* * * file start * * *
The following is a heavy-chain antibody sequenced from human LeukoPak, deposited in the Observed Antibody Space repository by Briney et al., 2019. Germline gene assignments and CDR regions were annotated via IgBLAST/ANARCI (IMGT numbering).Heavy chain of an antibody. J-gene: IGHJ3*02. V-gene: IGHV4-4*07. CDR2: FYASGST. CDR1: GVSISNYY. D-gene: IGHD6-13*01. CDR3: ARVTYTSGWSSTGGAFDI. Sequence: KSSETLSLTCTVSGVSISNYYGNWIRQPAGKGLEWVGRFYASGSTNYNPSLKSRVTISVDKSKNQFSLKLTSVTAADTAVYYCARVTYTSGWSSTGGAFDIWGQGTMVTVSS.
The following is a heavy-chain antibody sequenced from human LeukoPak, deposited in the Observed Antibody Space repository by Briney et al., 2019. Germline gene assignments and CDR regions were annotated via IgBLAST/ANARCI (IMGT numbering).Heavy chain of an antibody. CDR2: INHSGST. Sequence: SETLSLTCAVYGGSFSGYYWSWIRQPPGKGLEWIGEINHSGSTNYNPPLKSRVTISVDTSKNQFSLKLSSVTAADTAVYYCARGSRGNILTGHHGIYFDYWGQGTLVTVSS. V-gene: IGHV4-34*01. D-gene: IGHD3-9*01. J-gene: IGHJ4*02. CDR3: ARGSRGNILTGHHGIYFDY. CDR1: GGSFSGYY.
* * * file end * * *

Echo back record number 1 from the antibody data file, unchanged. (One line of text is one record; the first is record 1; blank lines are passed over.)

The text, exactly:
The following is a heavy-chain antibody sequenced from human LeukoPak, deposited in the Observed Antibody Space repository by Briney et al., 2019. Germline gene assignments and CDR regions were annotated via IgBLAST/ANARCI (IMGT numbering).Heavy chain of an antibody. J-gene: IGHJ3*02. V-gene: IGHV4-4*07. CDR2: FYASGST. CDR1: GVSISNYY. D-gene: IGHD6-13*01. CDR3: ARVTYTSGWSSTGGAFDI. Sequence: KSSETLSLTCTVSGVSISNYYGNWIRQPAGKGLEWVGRFYASGSTNYNPSLKSRVTISVDKSKNQFSLKLTSVTAADTAVYYCARVTYTSGWSSTGGAFDIWGQGTMVTVSS.